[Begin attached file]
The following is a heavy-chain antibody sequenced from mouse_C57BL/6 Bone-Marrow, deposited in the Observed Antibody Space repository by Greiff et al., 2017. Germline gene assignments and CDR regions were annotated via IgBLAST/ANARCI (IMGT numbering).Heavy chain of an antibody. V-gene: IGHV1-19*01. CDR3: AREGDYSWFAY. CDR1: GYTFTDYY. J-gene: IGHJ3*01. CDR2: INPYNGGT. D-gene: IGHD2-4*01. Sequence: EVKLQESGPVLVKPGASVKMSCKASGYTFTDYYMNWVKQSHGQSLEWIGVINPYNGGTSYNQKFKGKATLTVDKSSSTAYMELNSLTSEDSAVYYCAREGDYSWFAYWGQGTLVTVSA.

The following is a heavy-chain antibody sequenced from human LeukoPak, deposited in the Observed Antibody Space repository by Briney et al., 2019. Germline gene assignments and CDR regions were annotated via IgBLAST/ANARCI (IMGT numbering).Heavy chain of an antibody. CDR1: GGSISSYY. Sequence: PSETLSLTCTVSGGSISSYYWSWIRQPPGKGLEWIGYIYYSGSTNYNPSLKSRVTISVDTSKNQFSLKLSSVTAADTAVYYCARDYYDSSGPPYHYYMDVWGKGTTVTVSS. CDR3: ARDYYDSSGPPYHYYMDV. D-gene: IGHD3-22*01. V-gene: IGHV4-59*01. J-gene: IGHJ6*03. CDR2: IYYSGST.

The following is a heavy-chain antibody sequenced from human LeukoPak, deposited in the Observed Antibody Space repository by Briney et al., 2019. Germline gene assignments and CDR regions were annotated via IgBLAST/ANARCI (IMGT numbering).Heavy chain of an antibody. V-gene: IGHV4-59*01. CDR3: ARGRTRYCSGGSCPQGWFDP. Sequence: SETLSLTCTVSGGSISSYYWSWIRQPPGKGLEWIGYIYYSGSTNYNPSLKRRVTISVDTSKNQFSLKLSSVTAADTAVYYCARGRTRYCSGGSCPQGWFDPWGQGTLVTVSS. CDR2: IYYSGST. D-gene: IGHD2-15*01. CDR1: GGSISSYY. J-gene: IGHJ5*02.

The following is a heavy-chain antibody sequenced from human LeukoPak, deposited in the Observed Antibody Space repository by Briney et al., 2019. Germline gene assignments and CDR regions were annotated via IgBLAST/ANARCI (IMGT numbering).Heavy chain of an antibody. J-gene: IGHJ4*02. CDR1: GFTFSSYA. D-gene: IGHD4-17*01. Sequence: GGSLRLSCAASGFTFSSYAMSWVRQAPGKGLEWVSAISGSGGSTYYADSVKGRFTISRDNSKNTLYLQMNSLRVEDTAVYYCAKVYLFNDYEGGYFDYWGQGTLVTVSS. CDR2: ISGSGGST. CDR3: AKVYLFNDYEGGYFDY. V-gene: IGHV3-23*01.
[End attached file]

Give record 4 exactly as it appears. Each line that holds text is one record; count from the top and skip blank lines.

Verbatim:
The following is a heavy-chain antibody sequenced from human LeukoPak, deposited in the Observed Antibody Space repository by Briney et al., 2019. Germline gene assignments and CDR regions were annotated via IgBLAST/ANARCI (IMGT numbering).Heavy chain of an antibody. J-gene: IGHJ4*02. CDR1: GFTFSSYA. D-gene: IGHD4-17*01. Sequence: GGSLRLSCAASGFTFSSYAMSWVRQAPGKGLEWVSAISGSGGSTYYADSVKGRFTISRDNSKNTLYLQMNSLRVEDTAVYYCAKVYLFNDYEGGYFDYWGQGTLVTVSS. CDR2: ISGSGGST. CDR3: AKVYLFNDYEGGYFDY. V-gene: IGHV3-23*01.